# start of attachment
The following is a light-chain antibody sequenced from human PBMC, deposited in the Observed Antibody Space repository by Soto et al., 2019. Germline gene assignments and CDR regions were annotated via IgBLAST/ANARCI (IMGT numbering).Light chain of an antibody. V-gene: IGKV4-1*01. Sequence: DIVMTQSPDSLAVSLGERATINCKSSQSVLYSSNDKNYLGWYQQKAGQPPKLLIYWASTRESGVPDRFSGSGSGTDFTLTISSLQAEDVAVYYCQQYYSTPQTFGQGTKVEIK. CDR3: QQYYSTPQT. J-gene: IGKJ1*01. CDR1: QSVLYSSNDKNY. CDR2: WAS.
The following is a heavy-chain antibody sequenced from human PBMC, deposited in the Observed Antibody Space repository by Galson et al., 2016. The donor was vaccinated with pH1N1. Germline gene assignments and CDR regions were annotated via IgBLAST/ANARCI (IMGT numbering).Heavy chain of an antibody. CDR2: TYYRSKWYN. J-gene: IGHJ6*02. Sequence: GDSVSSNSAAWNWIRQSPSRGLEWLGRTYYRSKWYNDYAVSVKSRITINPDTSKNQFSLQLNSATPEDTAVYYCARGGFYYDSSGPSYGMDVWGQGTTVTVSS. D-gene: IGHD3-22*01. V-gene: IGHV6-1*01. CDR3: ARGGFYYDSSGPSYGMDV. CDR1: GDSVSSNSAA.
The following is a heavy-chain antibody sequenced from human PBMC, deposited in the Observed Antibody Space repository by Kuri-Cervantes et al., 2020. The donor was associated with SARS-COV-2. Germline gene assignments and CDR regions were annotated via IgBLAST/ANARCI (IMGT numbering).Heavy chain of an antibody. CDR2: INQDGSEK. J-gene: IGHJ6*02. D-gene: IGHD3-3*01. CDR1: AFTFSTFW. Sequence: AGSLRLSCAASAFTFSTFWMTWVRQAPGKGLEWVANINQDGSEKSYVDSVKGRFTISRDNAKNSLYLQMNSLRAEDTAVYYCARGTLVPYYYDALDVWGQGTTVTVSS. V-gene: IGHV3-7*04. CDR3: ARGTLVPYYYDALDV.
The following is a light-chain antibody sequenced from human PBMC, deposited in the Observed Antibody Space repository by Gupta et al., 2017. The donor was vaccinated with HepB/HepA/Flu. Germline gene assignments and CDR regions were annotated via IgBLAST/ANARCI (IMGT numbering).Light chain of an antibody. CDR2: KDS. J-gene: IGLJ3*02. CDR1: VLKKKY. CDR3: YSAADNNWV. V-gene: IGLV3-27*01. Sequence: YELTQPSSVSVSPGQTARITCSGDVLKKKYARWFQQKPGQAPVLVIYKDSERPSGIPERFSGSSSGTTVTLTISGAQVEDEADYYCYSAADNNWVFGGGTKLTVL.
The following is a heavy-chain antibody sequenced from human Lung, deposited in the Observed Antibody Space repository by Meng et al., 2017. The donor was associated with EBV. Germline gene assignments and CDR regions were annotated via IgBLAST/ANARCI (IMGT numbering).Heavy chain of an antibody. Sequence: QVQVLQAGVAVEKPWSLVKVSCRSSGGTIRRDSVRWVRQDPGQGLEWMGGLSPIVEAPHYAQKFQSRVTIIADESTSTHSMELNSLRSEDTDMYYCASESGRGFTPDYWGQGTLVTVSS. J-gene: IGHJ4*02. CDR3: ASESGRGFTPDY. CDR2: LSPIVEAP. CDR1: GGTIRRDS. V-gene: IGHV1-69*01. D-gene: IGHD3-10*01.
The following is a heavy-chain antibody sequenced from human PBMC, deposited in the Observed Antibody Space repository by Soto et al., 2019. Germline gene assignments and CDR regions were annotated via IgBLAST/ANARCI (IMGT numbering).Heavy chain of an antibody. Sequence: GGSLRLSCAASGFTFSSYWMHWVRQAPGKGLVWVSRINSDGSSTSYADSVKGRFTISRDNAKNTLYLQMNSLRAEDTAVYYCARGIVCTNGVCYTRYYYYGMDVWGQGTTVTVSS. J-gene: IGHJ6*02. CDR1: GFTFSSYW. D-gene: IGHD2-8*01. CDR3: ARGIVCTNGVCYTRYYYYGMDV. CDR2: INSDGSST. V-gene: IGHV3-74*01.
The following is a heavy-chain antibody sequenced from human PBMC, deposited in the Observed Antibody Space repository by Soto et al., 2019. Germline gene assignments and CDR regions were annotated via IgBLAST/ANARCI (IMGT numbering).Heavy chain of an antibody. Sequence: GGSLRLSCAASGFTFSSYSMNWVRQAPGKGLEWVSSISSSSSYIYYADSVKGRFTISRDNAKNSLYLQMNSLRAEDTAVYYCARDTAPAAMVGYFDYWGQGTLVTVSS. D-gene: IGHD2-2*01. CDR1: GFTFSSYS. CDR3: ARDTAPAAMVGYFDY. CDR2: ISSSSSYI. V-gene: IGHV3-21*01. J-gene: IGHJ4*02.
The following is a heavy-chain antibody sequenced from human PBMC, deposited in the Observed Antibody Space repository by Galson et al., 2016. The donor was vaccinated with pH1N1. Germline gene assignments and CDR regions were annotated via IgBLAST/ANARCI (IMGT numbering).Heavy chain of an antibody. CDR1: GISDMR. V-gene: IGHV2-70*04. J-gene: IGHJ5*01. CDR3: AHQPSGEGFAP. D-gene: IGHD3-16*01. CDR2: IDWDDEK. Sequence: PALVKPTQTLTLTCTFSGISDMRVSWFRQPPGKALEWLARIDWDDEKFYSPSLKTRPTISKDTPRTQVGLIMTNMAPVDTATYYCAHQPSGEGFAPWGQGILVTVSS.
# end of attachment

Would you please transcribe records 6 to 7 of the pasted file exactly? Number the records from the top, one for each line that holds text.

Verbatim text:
The following is a heavy-chain antibody sequenced from human PBMC, deposited in the Observed Antibody Space repository by Soto et al., 2019. Germline gene assignments and CDR regions were annotated via IgBLAST/ANARCI (IMGT numbering).Heavy chain of an antibody. Sequence: GGSLRLSCAASGFTFSSYWMHWVRQAPGKGLVWVSRINSDGSSTSYADSVKGRFTISRDNAKNTLYLQMNSLRAEDTAVYYCARGIVCTNGVCYTRYYYYGMDVWGQGTTVTVSS. J-gene: IGHJ6*02. CDR1: GFTFSSYW. D-gene: IGHD2-8*01. CDR3: ARGIVCTNGVCYTRYYYYGMDV. CDR2: INSDGSST. V-gene: IGHV3-74*01.
The following is a heavy-chain antibody sequenced from human PBMC, deposited in the Observed Antibody Space repository by Soto et al., 2019. Germline gene assignments and CDR regions were annotated via IgBLAST/ANARCI (IMGT numbering).Heavy chain of an antibody. Sequence: GGSLRLSCAASGFTFSSYSMNWVRQAPGKGLEWVSSISSSSSYIYYADSVKGRFTISRDNAKNSLYLQMNSLRAEDTAVYYCARDTAPAAMVGYFDYWGQGTLVTVSS. D-gene: IGHD2-2*01. CDR1: GFTFSSYS. CDR3: ARDTAPAAMVGYFDY. CDR2: ISSSSSYI. V-gene: IGHV3-21*01. J-gene: IGHJ4*02.